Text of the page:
Pelican Island offers contrast to urban life

SEBASTIAN, Fla. — Pelican Island National Wildlife Refuge is only 9.3 miles from the house in which I grew up. It’s 7.2 miles from Pelican Island Elementary: the elementary school I attended from kindergarten through fifth grade. The refuge is less than one mile from the country club where I worked for two years while in high school.

It’s ironic that I lived in Sebastian for the first 18 years of my life and never actually visited Pelican Island National Wildlife Refuge.

I thought about this on my drive back from the refuge this past weekend with my two younger sisters Natalie and Sarah. It was also their first time going to the adjacent facility where visitors can see the protected island.

PINWRblog One of the signs that direct visitors at Pelican Island National Wildlife Refuge (Photo by Vanessa Ramos).

It almost seems wrong that I grew up so close to the nation’s first wildlife refuge and never took the time to actually go see it.

In my defense, the public viewing facilities and walking trails didn’t open until 2003. The only way to see the refuge up until that point was by boat.

I was 12 going on 13 when the trails and observation areas opened to the public. But like many mall-crazed teenage girls, going to visit a historical or educational site was not on the top of my to-do list.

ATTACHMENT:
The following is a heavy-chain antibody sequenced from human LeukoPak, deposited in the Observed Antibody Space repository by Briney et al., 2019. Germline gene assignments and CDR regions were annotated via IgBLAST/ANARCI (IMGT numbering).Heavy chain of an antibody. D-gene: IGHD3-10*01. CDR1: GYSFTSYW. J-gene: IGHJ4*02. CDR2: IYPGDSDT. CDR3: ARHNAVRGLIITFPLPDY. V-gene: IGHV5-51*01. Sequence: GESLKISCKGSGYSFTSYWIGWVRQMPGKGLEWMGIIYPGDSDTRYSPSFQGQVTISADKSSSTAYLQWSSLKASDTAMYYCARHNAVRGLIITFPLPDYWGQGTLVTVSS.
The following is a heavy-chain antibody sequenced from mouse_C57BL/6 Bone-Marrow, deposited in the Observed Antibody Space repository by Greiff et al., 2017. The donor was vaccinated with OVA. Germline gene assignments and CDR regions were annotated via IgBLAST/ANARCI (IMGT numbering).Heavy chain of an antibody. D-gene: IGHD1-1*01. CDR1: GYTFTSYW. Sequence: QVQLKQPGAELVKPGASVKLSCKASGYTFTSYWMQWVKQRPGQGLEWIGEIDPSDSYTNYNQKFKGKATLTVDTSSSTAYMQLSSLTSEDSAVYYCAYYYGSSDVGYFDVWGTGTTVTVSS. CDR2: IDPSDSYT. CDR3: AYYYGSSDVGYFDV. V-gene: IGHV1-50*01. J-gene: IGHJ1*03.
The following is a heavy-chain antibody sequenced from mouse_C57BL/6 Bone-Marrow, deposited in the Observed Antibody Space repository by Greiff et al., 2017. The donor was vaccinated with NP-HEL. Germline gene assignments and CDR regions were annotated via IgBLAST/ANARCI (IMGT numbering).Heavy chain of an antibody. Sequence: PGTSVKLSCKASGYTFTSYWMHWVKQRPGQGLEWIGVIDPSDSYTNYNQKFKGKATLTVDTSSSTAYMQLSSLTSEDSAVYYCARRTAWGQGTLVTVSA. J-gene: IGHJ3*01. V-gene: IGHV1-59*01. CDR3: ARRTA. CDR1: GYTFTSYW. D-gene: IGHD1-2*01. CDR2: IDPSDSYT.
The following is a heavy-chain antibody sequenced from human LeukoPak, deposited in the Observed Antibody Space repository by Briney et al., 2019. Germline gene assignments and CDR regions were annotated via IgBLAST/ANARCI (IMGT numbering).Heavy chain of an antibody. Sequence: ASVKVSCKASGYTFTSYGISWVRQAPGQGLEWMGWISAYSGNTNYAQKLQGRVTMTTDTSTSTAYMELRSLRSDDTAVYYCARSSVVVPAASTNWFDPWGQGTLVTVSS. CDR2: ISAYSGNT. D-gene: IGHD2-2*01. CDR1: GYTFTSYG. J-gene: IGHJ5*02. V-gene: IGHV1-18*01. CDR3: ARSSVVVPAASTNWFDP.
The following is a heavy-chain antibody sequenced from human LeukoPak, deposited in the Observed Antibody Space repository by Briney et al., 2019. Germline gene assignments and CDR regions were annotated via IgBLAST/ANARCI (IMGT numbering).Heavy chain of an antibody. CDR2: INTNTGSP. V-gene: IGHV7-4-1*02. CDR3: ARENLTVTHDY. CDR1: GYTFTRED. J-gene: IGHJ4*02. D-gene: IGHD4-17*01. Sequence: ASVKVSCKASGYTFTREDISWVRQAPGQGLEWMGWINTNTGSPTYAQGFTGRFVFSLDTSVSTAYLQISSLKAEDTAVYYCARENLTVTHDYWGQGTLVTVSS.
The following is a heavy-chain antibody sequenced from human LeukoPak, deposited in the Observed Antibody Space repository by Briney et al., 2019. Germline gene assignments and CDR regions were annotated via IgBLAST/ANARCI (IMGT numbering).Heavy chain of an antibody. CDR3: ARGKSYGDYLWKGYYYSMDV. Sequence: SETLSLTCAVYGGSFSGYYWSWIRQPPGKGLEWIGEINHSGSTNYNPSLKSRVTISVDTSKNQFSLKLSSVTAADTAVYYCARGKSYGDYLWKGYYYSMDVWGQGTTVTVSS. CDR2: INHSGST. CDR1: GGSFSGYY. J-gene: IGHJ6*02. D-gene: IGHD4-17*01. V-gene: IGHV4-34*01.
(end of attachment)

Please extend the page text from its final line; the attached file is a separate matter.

Growing up my friends and I would drive on A1A wasting time and gas, but it never occurred to us to see Pelican Island. We would go to the beaches or watch the surfers instead.

I guess it takes leaving your hometown to really appreciate what it has to offer.

Living in Miami the past three years and attending the University of Miami has been an incredible experience that I wouldn’t trade for anything. But sometimes you just need to get away from the chaos of the city and go somewhere that is undisturbed and blissfully void of crowds.

That’s what Pelican Island Wildlife Refuge made me realize. If I had gone there in high school I would’ve thought it was another boring place with a bunch of birds. But after the craziness of Miami, Pelican Island seems like a beautiful haven.

All my sister and I heard while we were there was the buzzing of bees and the wind rustling the mangroves. At the observation tower at the end of the Centennial Trail we had a great view of pelicans diving into the water.

I also like the fact that people aren’t allowed on the actual island. That makes it seem more special, especially in this day in age where humans want access everywhere.

I left with a deeper respect for nature and the tiny island that made a big impact on wildlife preservation in this country.

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